On 30th June 2012, the Association of British Insurers (ABI) gave notice that it had withdrawn from the protocol that gives secured lenders the ability to note their interest on insurance policies and receive certain information. Under the former regime, if a lender’s interest was noted, the insurer would notify a lender of any variation or cancellation of cover, if the policy was not renewed and maintain an agreement to keep the lender’s interest noted provided they continued to pay the premium. For those of you who are looking at refinancing your existing loan arrangements this change is likely to mean that you will be subject to new insurance requirements as lenders look to protect their position.
What are the new requirements?
Most lenders will now insist upon being a “co-insured” on the relevant policy. There are two types of co-insurance: composite co-insurance and joint insurance. Joint insurance is most commonly used where the insured parties have the same interest in the asset e.g. a joint owner of property. Most lenders require co-insurance as this gives the lender its own composite policy running alongside your policy which will continue notwithstanding any vitiation of your own policy.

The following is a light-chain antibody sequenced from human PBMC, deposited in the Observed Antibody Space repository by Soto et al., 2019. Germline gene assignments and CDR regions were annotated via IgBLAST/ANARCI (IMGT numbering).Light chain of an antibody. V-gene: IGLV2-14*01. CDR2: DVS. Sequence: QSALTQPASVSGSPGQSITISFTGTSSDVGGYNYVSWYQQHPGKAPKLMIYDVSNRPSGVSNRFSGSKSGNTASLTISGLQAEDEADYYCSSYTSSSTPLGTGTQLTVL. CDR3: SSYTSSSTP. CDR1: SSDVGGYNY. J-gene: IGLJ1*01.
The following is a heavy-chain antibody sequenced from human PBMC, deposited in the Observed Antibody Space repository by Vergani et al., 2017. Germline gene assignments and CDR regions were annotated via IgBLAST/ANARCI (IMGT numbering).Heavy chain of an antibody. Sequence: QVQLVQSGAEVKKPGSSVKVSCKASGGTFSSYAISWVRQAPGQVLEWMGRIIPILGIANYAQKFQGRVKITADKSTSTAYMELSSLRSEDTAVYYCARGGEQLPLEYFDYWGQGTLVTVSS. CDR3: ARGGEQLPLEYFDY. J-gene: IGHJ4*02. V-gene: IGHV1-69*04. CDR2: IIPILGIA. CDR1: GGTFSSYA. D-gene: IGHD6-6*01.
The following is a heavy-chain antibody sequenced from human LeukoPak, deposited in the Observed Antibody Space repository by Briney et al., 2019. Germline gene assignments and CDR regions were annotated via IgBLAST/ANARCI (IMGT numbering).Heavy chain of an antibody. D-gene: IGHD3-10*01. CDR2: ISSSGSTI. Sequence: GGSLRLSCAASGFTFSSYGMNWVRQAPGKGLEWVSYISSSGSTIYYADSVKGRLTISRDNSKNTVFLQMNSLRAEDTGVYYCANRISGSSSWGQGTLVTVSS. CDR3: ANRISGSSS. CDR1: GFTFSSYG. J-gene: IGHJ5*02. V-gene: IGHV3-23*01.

Some other alternatives that may be required are first loss payee provisions for the lender over a specified amount, security being granted over your insurance policy together with the service of a formal notice to the insurer or a broker’s letter from your insurance broker confirming that insurance is in place in accordance with the terms of your facility agreement.
How will this affect you?
There are some downsides to co-insurance. Firstly it may cost you an extra premium to make the policy change and some insurers will only allow their own standard co-insured wording and will not accept a lenders standard wording. Secondly, if you have a block policy covering other properties (which are not in charge to the lender) the block policy may need to be separated into separate policies resulting in a further cost. There may also be issues if there is more than one lender seeking co-insured status.
If a broker’s letter is required by a lender it is best to notify your insurance broker of this requirement at an early stage as it can often take a while for a broker’s letter to be provided and, in some instances, can result in you incurring additional costs.
If it is not possible for you to comply with a lender’s insurance requirements it is best to raise this with a lender early on as it is very often something that can take some time to resolve. Additionally, different insurers have different approaches to the requirements of lenders and so time should be allowed to account for this or to change insurers if it is not possible for you to satisfy the lenders requirements with your current insurer.